Known as the Showcaves of Ireland, Mitchelstown is one of Europe’s premier cave sites. Sitting at the foot of the Galtee mountains, the tour of the cave takes visitors through three enormous caverns to see impressive stalactites, stalagmites, and the calcite curtains which hang from sloping roofs. The cave belongs to the same family that discovered it in 1833, and tickets for a 3km (1.8 miles) guided tour are available from the family home.
Tel: +353 (0) 52 7467 246; www.mitchelstowncave.com.
This castle dates back to the 13th century when it was built upon an existing stone fort site. It was enlarged and remodeled over a period of time between the 14th and 17th centuries before falling into ruin. Following a partial restoration in the 1840s, the castle is now managed by the heritage service for Ireland, and has become one of the country’s best known sites.
Seasonal opening times. Learn more at heritageireland.ie.
Ormond Castle, Carrick-on-Suir
This Elizabethan Manor house is thought to be one of the finest examples in Ireland. Built by Thomas, the 3rd Earl of Ormond in the 1560s, it is the country’s only major unfortified dwelling from that time period, while the interior of the house boasts impressive original plasterwork, including portraits in plaster.
Tel: +353 51 640787; www.heritage.ie
Clonmel, Thurles, and Tipperary Racecourses
If it’s a day at the races you’re after, this County is home to three premier racecourses. Clonmel Racecourse is a challenging National Hunt course that has been in existence for over 150 years, while Thurles is principally a jumping track. Tipperary Racecourse is situated just outside of Tipperary Town, and is one of Ireland’s principal summer racecourses.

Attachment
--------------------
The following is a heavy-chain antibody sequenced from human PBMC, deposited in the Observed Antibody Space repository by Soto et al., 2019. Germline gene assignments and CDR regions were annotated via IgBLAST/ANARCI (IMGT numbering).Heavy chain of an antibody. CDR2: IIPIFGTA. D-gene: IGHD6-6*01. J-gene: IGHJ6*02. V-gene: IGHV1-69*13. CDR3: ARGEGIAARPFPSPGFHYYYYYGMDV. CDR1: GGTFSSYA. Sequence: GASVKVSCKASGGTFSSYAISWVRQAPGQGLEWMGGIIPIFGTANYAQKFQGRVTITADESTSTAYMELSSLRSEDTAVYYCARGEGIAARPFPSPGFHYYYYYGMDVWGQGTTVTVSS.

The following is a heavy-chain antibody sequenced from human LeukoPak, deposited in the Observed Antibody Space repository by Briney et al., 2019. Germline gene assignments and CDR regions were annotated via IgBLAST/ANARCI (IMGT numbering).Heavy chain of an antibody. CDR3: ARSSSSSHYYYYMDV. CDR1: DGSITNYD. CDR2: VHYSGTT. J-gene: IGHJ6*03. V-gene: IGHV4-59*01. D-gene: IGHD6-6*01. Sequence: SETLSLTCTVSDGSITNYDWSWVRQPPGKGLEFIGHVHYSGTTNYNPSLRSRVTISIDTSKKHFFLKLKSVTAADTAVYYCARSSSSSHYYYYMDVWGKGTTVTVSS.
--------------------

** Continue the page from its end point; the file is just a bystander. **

This cultural center is at the foot of the Rock of Cashel, and home to the study and celebration of native Irish music, song, dance, theater, and Celtic life. There is a folk theater, a genealogy center, and a restaurant on-site, and the Brú Ború traditional group holds frequent performances at the center. The genealogy suite keeps records of births, deaths, and marriages for a number of parishes, for those looking to explore their family roots.
Open all year. Tel: +353 62 61122; bruboru.ie/
This medieval walled town was the site of a major settlement by a Norman Lord in the 13th century. Whilst Fethard was a prosperous town throughout the 1200s, the danger associated with the hinterlands of the town led to the creation of a town wall, as with many Norman towns of the same time. Today, the Fethard Folk Farm and Museum is one of the town’s top attractions, with thousands of exhibits from folk and farm life, all housed in the former railway station near the town walls. Facilities include a café, picnic area, playground, and ample parking.
Tel: +353 (0)52 31 516; www.fethard.com.
Situated on the slopes of Slievenamuck (Mountain of the Pigs), this woodland provides a place for walkers and ramblers to discover the native flora and fauna of the area. Originally part of the Moor estate, Moor’s Rock is one km from the car park and offers panoramic views of Cork, Tipperary, and Limerick. This quiet and peaceful woodland is home to the red squirrel and Fallow deer.
Tipperary warm up, 15 mins to throw-in!Posted by Tipperary GAA on Saturday, July 22, 2017
Semple Stadium in Thurles is the home of GAA (the Gaelic Athletic Association) in Tipperary and for the larger Munster area. It is considered to have the finest playing pitch in the country, and with a capacity of 53,500, it is the second-largest stadium in Ireland after Croke Park. Thurles is the place it all began, when, on 1st November 1884, the seven founding members met to establish the Gaelic Athletic Association for the Preservation and Cultivation of National Pastimes. It is for this reason, perhaps, that many a Tipp native is proud to call their own county the home of the Games, and a trip to any fixture at Semple Stadium is bound to be a memorable experience.
Tel: +353 (0) 504 22702; www.tipperary.gaa.ie.
Farney Castle, Holycross
This unique building remains the only round tower in Ireland to be occupied as a family home. Currently inhabited by Irish designer Cyril Cullen, it also acts as his design studio and retail outlet. Cullen creates and sells his famous knitwear and porcelain designs at the castle, where he lives with his wife and four daughters. Tours of the castle are offered Monday-Saturday for a nominal fee, while entry to the gift shop is free of charge. There is also a gift shop on site.
Tel: +353 (0)50 44 3281; www.discoverireland.com.
*This article was originally published in IrishCentral's sister publication, Ireland of the Welcomes. Subscribe to this bi-monthly print magazine here*